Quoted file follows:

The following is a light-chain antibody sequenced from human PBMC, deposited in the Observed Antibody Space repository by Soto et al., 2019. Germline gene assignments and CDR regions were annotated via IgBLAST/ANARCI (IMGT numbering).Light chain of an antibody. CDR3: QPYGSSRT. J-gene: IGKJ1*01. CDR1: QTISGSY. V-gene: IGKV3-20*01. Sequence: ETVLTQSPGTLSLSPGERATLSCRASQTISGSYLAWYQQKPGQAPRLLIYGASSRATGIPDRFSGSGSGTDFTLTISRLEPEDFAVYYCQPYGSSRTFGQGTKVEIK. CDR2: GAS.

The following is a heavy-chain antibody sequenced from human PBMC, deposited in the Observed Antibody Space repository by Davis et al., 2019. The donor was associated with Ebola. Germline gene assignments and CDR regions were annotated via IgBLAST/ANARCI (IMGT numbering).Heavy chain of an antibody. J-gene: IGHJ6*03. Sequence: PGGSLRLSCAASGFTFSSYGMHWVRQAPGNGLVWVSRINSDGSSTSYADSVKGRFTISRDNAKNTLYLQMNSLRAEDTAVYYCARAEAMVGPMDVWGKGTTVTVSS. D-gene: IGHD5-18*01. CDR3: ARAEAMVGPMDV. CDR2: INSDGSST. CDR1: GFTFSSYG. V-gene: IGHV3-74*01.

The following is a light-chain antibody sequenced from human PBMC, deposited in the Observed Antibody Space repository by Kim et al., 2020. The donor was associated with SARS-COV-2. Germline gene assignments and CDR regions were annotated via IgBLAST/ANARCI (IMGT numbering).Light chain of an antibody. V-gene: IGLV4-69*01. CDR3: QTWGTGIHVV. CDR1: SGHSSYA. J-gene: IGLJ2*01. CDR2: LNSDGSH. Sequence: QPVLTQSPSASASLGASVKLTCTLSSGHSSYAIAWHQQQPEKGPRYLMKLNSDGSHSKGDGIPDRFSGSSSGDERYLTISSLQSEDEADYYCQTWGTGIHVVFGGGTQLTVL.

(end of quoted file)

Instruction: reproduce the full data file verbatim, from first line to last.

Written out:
The following is a light-chain antibody sequenced from human PBMC, deposited in the Observed Antibody Space repository by Soto et al., 2019. Germline gene assignments and CDR regions were annotated via IgBLAST/ANARCI (IMGT numbering).Light chain of an antibody. CDR3: QPYGSSRT. J-gene: IGKJ1*01. CDR1: QTISGSY. V-gene: IGKV3-20*01. Sequence: ETVLTQSPGTLSLSPGERATLSCRASQTISGSYLAWYQQKPGQAPRLLIYGASSRATGIPDRFSGSGSGTDFTLTISRLEPEDFAVYYCQPYGSSRTFGQGTKVEIK. CDR2: GAS.

The following is a heavy-chain antibody sequenced from human PBMC, deposited in the Observed Antibody Space repository by Davis et al., 2019. The donor was associated with Ebola. Germline gene assignments and CDR regions were annotated via IgBLAST/ANARCI (IMGT numbering).Heavy chain of an antibody. J-gene: IGHJ6*03. Sequence: PGGSLRLSCAASGFTFSSYGMHWVRQAPGNGLVWVSRINSDGSSTSYADSVKGRFTISRDNAKNTLYLQMNSLRAEDTAVYYCARAEAMVGPMDVWGKGTTVTVSS. D-gene: IGHD5-18*01. CDR3: ARAEAMVGPMDV. CDR2: INSDGSST. CDR1: GFTFSSYG. V-gene: IGHV3-74*01.

The following is a light-chain antibody sequenced from human PBMC, deposited in the Observed Antibody Space repository by Kim et al., 2020. The donor was associated with SARS-COV-2. Germline gene assignments and CDR regions were annotated via IgBLAST/ANARCI (IMGT numbering).Light chain of an antibody. V-gene: IGLV4-69*01. CDR3: QTWGTGIHVV. CDR1: SGHSSYA. J-gene: IGLJ2*01. CDR2: LNSDGSH. Sequence: QPVLTQSPSASASLGASVKLTCTLSSGHSSYAIAWHQQQPEKGPRYLMKLNSDGSHSKGDGIPDRFSGSSSGDERYLTISSLQSEDEADYYCQTWGTGIHVVFGGGTQLTVL.